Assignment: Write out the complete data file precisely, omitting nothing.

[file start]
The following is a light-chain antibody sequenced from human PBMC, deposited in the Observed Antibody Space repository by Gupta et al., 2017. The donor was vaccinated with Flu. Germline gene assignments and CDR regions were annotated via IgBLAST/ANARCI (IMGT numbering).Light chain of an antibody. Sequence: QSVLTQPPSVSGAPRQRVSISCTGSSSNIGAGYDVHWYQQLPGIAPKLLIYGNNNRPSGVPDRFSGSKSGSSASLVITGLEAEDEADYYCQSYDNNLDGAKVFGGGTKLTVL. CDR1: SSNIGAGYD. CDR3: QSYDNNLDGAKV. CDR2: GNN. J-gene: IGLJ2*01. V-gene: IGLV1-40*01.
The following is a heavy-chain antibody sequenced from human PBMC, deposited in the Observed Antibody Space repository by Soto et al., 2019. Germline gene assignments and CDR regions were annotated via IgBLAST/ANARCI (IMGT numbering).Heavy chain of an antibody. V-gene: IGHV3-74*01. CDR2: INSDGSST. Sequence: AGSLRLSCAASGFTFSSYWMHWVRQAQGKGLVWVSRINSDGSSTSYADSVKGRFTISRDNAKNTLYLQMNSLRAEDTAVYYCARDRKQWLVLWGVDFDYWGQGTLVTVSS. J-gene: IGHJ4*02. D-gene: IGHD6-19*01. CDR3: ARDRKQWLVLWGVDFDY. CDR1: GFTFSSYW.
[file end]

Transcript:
The following is a light-chain antibody sequenced from human PBMC, deposited in the Observed Antibody Space repository by Gupta et al., 2017. The donor was vaccinated with Flu. Germline gene assignments and CDR regions were annotated via IgBLAST/ANARCI (IMGT numbering).Light chain of an antibody. Sequence: QSVLTQPPSVSGAPRQRVSISCTGSSSNIGAGYDVHWYQQLPGIAPKLLIYGNNNRPSGVPDRFSGSKSGSSASLVITGLEAEDEADYYCQSYDNNLDGAKVFGGGTKLTVL. CDR1: SSNIGAGYD. CDR3: QSYDNNLDGAKV. CDR2: GNN. J-gene: IGLJ2*01. V-gene: IGLV1-40*01.
The following is a heavy-chain antibody sequenced from human PBMC, deposited in the Observed Antibody Space repository by Soto et al., 2019. Germline gene assignments and CDR regions were annotated via IgBLAST/ANARCI (IMGT numbering).Heavy chain of an antibody. V-gene: IGHV3-74*01. CDR2: INSDGSST. Sequence: AGSLRLSCAASGFTFSSYWMHWVRQAQGKGLVWVSRINSDGSSTSYADSVKGRFTISRDNAKNTLYLQMNSLRAEDTAVYYCARDRKQWLVLWGVDFDYWGQGTLVTVSS. J-gene: IGHJ4*02. D-gene: IGHD6-19*01. CDR3: ARDRKQWLVLWGVDFDY. CDR1: GFTFSSYW.